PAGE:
“That black people, who have lived for centuries under such derision and condescension, have not yet been driven into the arms of Trump does not trouble these theoreticians. After all, in this analysis, Trump’s racism and the racism of his supporters are incidental to his rise. Indeed, the alleged glee with which liberals call out Trump’s bigotry is assigned even more power than the bigotry itself. Ostensibly assaulted by campus protests, battered by arguments about intersectionality, and oppressed by new bathroom rights, a blameless white working class did the only thing any reasonable polity might: elect an orcish reality-television star who insists on taking his intelligence briefings in picture-book form…So when white pundits cast the elevation of Trump as the handiwork of an inscrutable white working class, they are being too modest, declining to claim credit for their own economic class.”
The above passage comes from a powerful and poetic article that appeared in the Atlantic recently written by Ta-Nehisi Coates (TNC). Above, Coates is commenting on the whole phenomenon of white pundits blaming the “liberal elite” for causing working-class white people to vote for trump by shaming them for being moronic, gun-toting, redneck racists. I agree with Coates’ analysis here, racism (as wells as sexism of course) was a major driver behind the Trump victory.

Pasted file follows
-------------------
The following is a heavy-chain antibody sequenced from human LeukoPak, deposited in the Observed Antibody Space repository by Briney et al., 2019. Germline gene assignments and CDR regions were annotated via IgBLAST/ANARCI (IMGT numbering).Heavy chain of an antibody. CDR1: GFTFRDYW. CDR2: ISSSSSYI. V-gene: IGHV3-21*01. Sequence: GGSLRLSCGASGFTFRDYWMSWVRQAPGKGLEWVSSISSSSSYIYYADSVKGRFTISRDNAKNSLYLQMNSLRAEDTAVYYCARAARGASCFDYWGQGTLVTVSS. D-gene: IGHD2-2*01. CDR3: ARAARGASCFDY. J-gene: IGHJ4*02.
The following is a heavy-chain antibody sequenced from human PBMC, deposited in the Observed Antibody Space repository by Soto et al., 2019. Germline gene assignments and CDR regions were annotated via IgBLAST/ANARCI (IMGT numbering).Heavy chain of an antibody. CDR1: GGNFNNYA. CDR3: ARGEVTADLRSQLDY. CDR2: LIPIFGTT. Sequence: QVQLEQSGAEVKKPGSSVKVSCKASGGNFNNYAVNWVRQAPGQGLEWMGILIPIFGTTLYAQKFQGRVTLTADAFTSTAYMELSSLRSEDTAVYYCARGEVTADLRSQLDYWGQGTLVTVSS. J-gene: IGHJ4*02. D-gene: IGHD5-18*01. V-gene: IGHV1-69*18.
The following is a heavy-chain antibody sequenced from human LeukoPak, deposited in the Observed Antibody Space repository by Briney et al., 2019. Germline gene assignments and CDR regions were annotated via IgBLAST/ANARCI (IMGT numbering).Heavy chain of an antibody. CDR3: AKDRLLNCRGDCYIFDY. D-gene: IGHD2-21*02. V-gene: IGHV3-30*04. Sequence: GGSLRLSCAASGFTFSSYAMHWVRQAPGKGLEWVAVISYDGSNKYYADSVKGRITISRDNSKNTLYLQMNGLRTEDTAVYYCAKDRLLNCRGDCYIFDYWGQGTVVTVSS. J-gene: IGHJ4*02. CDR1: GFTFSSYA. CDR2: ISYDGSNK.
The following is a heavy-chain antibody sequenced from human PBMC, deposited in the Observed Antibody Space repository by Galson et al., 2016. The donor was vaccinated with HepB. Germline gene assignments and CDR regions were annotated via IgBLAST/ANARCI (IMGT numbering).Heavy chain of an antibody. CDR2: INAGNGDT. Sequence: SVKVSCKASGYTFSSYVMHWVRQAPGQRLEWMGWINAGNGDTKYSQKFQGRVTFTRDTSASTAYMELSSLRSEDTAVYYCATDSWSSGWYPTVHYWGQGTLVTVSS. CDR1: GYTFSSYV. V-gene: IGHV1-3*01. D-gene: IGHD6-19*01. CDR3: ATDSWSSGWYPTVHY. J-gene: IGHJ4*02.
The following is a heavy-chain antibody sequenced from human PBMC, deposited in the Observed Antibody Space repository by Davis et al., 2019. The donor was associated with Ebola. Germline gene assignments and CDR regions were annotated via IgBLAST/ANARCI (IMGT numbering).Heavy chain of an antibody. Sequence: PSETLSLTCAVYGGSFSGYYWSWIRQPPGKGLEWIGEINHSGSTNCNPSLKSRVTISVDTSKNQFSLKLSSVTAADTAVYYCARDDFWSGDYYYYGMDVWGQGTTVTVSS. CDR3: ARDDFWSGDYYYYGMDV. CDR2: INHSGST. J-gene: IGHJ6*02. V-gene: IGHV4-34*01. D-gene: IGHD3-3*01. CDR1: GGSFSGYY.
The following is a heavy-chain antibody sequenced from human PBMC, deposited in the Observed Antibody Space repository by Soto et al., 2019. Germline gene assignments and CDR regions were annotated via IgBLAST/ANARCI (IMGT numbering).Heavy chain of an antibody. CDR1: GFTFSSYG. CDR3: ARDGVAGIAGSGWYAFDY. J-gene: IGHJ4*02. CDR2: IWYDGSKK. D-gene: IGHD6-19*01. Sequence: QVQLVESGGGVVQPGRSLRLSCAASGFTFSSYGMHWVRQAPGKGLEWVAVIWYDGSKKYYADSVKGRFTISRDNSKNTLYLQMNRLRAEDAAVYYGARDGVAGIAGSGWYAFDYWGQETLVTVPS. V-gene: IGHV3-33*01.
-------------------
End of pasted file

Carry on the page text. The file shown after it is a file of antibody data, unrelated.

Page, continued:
I also tend to agree with the criticisms of TNC’s metaphysics that come from folks like R.L. Stephens who point out how TNC sort of tends to mystify racism, almost making it some sort of unstoppable cosmic force, etc…. That said, however, TNC (among other liberation and postcolonial theorists) have convinced me beyond a shadow of a doubt that race and class are inextricably linked in our American context; this latest article by TNC gets at this really well, in my opinion, digging deep into America’s racist past. Our particular American flavor of capitalist classism is inherently racist, there is no doubt. At one point in the article TNC quotes a 1848 speech by Senator John C. Calhoun; It’s absolutely horrifying! Here it is:
“With us the two great divisions of society are not the rich and poor, but white and black; and all the former, the poor as well as the rich, belong to the upper class, and are respected and treated as equals.”
Anyway, the various commenters I’ve read in various places may be right that TNC is indeed writing to a largely white audience and making a moral appeal to them, but I for one think that that is absolutely needed. Like he says, “The left would much rather have a discussion about class struggles, which might entice the white working masses, instead of about the racist struggles that those same masses have historically been the agents and beneficiaries of.” Politics is only as radical as the values behind it. My question lately has been: How large is our scope of concern? And, back to metaphysics, to my fellow radical leftists who think addressing the deep roots of systemic racism is not radical or as important as class struggle, I ask: Do you want to know what might be more radical than a monistic marxist materialist who wants to collapse all of our troubles into classism? Personally, I think something like radical empiricism mixed with metaphysical pluralism, which allows one to understand that all of our troubles are real (not just secondary and, ultimately, illusory appearances of class exploitation or whatever), as well as inextricably and complexly connected, is a way more sensitive, sophisticated and, consequently, radical position to hold.
Painting above by Jesse Draxler